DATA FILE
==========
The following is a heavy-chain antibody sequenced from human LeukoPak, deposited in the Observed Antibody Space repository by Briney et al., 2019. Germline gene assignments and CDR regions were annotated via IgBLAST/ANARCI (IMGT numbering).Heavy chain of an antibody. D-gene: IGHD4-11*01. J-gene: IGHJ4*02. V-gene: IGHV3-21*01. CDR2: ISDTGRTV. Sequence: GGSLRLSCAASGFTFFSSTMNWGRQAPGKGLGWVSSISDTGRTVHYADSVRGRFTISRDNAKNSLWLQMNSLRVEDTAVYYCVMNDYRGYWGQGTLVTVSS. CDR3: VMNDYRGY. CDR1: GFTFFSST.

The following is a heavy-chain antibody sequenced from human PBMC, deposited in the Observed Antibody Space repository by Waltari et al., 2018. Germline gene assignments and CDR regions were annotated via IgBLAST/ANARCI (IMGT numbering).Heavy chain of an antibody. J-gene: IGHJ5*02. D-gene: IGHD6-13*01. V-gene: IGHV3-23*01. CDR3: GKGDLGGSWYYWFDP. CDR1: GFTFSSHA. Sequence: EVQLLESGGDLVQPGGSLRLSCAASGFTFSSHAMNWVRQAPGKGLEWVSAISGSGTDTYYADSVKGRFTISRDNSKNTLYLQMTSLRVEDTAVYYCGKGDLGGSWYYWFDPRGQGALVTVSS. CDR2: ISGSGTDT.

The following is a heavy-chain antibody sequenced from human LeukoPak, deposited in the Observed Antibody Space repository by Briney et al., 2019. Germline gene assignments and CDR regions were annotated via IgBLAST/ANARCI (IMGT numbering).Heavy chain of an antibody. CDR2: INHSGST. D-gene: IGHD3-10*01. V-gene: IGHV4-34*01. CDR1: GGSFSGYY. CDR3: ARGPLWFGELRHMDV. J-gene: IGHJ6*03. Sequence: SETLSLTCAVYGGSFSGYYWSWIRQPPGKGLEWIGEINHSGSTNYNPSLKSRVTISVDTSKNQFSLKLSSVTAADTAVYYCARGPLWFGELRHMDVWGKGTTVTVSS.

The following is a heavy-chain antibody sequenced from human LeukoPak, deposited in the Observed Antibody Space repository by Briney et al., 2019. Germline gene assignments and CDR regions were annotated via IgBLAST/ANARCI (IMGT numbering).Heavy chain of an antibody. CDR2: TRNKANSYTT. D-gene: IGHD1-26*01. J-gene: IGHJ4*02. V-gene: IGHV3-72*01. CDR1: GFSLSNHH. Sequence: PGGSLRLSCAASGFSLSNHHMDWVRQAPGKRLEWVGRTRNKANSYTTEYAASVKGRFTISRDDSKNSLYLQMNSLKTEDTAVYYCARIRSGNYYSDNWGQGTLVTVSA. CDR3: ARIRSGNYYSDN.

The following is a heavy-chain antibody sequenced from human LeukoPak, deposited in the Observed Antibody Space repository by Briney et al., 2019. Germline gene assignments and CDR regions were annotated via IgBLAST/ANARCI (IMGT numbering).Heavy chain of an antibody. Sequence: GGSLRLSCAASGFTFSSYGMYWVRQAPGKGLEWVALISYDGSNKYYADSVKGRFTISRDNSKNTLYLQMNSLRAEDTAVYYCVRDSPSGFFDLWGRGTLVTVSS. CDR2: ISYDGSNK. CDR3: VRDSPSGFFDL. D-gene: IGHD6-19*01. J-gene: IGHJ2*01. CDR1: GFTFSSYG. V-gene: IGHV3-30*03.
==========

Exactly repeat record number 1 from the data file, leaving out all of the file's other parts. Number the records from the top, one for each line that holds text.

The following is a heavy-chain antibody sequenced from human LeukoPak, deposited in the Observed Antibody Space repository by Briney et al., 2019. Germline gene assignments and CDR regions were annotated via IgBLAST/ANARCI (IMGT numbering).Heavy chain of an antibody. D-gene: IGHD4-11*01. J-gene: IGHJ4*02. V-gene: IGHV3-21*01. CDR2: ISDTGRTV. Sequence: GGSLRLSCAASGFTFFSSTMNWGRQAPGKGLGWVSSISDTGRTVHYADSVRGRFTISRDNAKNSLWLQMNSLRVEDTAVYYCVMNDYRGYWGQGTLVTVSS. CDR3: VMNDYRGY. CDR1: GFTFFSST.